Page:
For many Asian populations, rice has been a dietary staple for thousands of years. It’s estimated that around 600 million people in some countries, including Cambodia, Indonesia and Bangladesh get over half of their daily calorie and protein intake from rice. In recent years, this has been the case in many parts of Africa as well, making rice an essential food in many countries across the world.
But, a recent study carried out by a team of scientists has shown that as carbon dioxide levels in the atmosphere continue to rise, there’s a real risk that the nutritional value that rice offers could drastically reduce. Carbon dioxide levels are now at their highest level ever recorded. Data from last month shows that levels were at an average of 410 pppm. This is the highest we’ve seen in the last 800,000 years.
The level of emissions is predicted to increase further in the coming decades. With this in mind, experts are now warning that these rising levels of carbon dioxide could have serious health implications, especially for the two billion people across the world who are relying on rice as their main source of food.
This study is the first published evidence that too much carbon dioxide in the atmosphere could affect the levels of B Vitamins in rice. This is particularly true for vitamin B9 (folate), for which the study showed there was a 30% decline in the levels of the nutrient. Reduced levels of vitamin B9 is especially important for pregnant women as it reduces the risks of birth defects. The study also found that there was an average 10% reduction in protein and iron, and a 5% reduction in the levels of zinc.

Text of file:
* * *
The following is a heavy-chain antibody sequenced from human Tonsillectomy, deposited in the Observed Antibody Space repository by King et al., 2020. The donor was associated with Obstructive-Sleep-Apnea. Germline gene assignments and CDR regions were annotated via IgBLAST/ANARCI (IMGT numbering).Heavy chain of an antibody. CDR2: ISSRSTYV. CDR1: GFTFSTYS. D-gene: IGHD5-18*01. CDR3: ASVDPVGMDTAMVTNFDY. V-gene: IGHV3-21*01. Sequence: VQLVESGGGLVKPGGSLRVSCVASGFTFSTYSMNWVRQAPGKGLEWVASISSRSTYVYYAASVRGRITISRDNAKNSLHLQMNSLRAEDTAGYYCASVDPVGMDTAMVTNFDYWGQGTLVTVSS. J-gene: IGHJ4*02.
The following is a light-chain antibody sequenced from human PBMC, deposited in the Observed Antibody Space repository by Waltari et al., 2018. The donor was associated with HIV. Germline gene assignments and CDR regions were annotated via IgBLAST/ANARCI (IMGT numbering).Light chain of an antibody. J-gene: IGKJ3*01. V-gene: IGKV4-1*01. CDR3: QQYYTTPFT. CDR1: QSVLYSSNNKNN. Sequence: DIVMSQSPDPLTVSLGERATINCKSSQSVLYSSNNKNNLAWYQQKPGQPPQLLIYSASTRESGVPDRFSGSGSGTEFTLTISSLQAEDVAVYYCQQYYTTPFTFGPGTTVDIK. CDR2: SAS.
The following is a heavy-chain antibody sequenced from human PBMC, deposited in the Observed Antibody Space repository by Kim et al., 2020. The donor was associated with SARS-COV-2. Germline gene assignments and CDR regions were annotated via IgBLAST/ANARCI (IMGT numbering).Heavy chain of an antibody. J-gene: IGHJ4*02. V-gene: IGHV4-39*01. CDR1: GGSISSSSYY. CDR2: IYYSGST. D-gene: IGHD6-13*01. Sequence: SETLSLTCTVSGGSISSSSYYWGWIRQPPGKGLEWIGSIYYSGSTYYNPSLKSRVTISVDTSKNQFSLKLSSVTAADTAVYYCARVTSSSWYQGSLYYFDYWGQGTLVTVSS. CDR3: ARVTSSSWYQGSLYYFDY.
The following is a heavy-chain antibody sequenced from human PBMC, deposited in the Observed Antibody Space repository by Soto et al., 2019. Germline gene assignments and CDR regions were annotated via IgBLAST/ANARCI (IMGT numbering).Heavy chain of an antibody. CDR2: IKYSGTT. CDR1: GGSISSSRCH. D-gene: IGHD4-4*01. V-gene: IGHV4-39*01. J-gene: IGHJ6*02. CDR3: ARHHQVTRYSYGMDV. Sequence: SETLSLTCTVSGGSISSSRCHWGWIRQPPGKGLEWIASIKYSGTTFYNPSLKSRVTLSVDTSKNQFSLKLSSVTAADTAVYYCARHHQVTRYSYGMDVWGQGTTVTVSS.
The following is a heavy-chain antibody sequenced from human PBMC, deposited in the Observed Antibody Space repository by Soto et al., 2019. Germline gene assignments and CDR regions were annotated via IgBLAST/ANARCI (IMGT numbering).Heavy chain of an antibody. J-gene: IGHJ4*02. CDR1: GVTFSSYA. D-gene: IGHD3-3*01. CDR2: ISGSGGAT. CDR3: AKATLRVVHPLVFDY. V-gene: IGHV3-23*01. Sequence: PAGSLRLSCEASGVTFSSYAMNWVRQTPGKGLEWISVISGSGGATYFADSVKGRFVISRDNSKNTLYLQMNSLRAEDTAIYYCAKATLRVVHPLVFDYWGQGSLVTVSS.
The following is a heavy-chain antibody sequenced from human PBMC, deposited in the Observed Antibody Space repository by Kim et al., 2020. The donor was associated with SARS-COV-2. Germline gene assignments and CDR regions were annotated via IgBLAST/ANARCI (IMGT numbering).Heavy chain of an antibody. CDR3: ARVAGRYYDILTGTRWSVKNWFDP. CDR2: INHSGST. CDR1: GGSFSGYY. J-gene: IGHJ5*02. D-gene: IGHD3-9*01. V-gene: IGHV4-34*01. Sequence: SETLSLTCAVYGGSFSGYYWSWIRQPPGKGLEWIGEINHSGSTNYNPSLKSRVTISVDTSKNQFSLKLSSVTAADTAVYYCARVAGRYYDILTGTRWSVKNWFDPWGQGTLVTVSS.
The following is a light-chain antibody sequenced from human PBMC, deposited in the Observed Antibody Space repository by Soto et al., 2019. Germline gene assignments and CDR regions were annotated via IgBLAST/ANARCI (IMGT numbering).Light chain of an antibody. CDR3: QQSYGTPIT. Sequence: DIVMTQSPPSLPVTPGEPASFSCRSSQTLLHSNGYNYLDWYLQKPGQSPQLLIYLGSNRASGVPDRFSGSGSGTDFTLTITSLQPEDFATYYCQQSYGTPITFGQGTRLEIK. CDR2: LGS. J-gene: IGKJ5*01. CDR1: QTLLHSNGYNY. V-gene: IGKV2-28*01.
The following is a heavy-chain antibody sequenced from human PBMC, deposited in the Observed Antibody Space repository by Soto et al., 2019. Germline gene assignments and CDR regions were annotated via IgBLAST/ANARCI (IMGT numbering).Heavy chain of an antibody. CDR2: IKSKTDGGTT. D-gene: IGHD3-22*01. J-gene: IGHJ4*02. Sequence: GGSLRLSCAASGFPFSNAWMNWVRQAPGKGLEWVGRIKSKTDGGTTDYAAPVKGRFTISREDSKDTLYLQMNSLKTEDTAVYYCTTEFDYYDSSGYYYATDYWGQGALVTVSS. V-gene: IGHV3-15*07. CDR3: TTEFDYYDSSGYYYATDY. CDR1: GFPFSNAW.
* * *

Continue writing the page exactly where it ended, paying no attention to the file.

When commenting on the new evidence, Professor Kazuhiko Kobayashi of the University of Tokyo said: “Rice is not just a major source of calories, but also proteins and vitamins for many people in developing countries and for poorer communities within developed countries.” Coauthor Professor Kristie Ebi from the University of Washington added: “Reductions in the nutritional quality of rice could affect maternal and child health for millions of people.”
Dr Lewis Ziska, a plant physiologist at the US Department of Agriculture, who co-authored the new study said: “People say more carbon dioxide is plant food – and it is. But how plants respond to that sudden increase in food will impact human health as well, from nutritional deficits to ethnopharmacology to seasonal pollen allergies – in ways that we don’t yet understand.”
Whilst it’s still unclear what the exact effects would be of these populations consuming rice with lower levels of nutrients, the scientist who were involved in the stud predicted that it could pose major health risks including stunted growth and an increased risk of diseases. These effects would be much more prevalent in poorer communities who rely on rice for a larger proportion of their nutrients.